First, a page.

27. Jan Deeds
  28. Maria de Guzman
  29. Jiaxia Deng
  30. Kristen Derr
  31. Michael Dick
  32. Beth Doll
  33. Marcia Dority Baker
  34. Christopher Dulak
  35. Joy Eakin
  36. JS Engebretson
  37. James Fischer
  38. Rodrigo Franco Cruz
  39. Abby Freeman
  40. Swetha Gadwal
  41. Jon Gayer
  42. Hellina Gesese
  43. Steve Goddard
  44. John Goldrich
  45. Jordan Gonzales
  46. AnnMarie Gottner
  47. George Graef
  48. Mark Griep
  49. Kathryn Grier
  50. June Griffin
  51. Madhumita Gupta
  52. Jackie Guzman
  53. Ted Hamann
  54. Christine Haney Douglass
  55. Carrie Hanson-Bradley
  56. Tabitha Haynes
  57. Tiffany Heng-Moss
  58. Belinda Hinojos
  59. Shavonna Holman
  60. Soo-Young Hong
  61. Wendy Hunt
  1. Roz Hussin
  2. Mi Huynh
  3. Hye-Won Hwang
  4. Georgia Jones
  5. Patrick Jones
  6. Hannah Kahler
  7. Neeta Kantamneni
  8. Gary Kebbel
  9. Meg Kester
  10. Surin Kim
  11. Stephanie Kuenning
  12. Kathleen Lacey
  13. Stephen Lahey
  14. Melissa LaRosa
  15. DeVanee Lasley
  16. Therese Laux
  17. Anh Le
  18. Dalhia Lloyd
  19. Linda Major
  20. Lorraine Males
  21. Clearthur Mangram
  22. Meredith Martin
  23. Joy (JD) McCown
  24. Melissa McCoy
  25. Julia McQuillan
  26. Jayde McWilliams
  27. Brian Mellon
  28. Jane Merliss
  29. Amy Metzger
  30. Debbie Minter
  31. Amanda Morales
  32. Pablo Morales
  33. Carrie Morgan
  34. Kurt Mueller
  35. Max Mueller
  36. Elizabeth Niehaus
  37. Jeff Norris
  38. Ruth Oliver
  39. Moises Padilla
  40. Angie Pannier
  41. Ryan Patrick
  42. Heather Patterson Meyer
  43. Lisa Pennisi
  44. Sophia Perdikaris
  45. Melissa Peters
  46. Hanna Pinneo
  47. Erin Poor
  48. Zainudeen Popoola
  49. John Porter
  50. Cameya Ramirez-Rousseau
  51. Hassan Ramzah
  52. Reshell Ray
  53. Yassine Rfissa
  54. Christian Robinson
  55. Keri Rockwell
  56. Corey Rumann
  57. Beverly Russell
  58. Sajeesh Sajeesh
  59. Mikki Sandin
  60. Bryanna Schade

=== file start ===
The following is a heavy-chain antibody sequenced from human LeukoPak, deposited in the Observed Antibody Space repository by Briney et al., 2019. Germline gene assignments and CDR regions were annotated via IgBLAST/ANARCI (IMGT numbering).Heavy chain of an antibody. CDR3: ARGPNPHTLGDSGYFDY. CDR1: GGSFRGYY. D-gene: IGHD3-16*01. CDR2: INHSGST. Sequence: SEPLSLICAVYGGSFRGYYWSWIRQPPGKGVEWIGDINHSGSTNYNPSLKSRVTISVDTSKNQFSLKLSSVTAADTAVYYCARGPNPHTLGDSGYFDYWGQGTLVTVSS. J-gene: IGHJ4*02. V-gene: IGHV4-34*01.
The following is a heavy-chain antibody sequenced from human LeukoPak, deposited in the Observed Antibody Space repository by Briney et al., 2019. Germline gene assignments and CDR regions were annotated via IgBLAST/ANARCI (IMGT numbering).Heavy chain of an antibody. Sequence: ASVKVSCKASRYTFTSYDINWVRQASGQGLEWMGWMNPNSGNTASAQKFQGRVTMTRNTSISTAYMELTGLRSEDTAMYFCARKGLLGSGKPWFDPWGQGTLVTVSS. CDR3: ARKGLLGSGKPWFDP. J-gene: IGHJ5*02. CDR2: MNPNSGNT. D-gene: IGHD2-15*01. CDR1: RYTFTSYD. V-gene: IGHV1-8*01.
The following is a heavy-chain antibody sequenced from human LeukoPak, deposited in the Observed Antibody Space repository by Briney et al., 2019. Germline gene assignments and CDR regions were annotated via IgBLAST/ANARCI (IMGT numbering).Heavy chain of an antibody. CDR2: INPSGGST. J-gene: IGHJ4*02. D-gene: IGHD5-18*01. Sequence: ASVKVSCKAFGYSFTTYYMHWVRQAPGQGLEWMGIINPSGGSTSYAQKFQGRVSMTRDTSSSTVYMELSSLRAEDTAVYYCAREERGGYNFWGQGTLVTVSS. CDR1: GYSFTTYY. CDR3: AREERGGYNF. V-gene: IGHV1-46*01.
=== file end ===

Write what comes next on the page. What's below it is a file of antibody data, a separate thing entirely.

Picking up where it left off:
61. Megan Schaefer
  62. Linda Schwartzkopf
  63. Soo Won Shim
  64. Lequisha Sims
  1. Julie Singh
  2. Nicole Smith
  3. Lyda Snodgrass
  4. Patricia Sollars
  5. Luz Sotelo
  6. Brad Stauffer
  7. Timothy (preferred-Shawn) Strother
  8. Corrie Svehla
  9. Shirleena Terrell
  10. Adam Thompson
  11. Julia Torquati
  12. Guy Trainin
  13. Heath Tuttle
  14. Kara Viesca
  15. Brady Vossler
  16. Abeygael Wachira
  17. Jason Weigle
  18. Sara Weixelman
  19. Rachel Wesley
  20. Emily Wilber
  21. Catherine Wilson
  22. Kassi Woods
  23. Jiangang Xia
  24. Yan Xia
  25. Catherine (Cay) Yamamoto
  26. Ashlee Young
  27. Shelley Zaborowski

N150 Diversity and Inclusion Committee

  1. Amy Goodburn (co-chair)
  2. Anna Shavers (co-chair)
  3. Rousol Aribi
  4. Rik Barrera
  5. Layton Brooks
  6. Eric Buhs
  7. Ann Chang
  8. Gwen Combs
  9. Trina Creighton
  10. Pat Dussault
  11. Jan Gradwohl
  12. Catia Guerrero
  13. Jason Headrick
  14. Margaret Jacobs
  15. Karen Kassebaum
  16. Deepak Keshwani
  17. Charlene Maxey-Harris
  18. Robert Tualauleiei
  19. Christine Wittich
  20. Scott Young

Additional thanks to Jessie Peter, graduate assistant in the Office of Diversity and Inclusion and doctoral student in the Department of Child, Youth and Family Studies; and University Communication for assisting in the development of this report.

©2019 The University of Nebraska does not discriminate based upon any protected status. Please see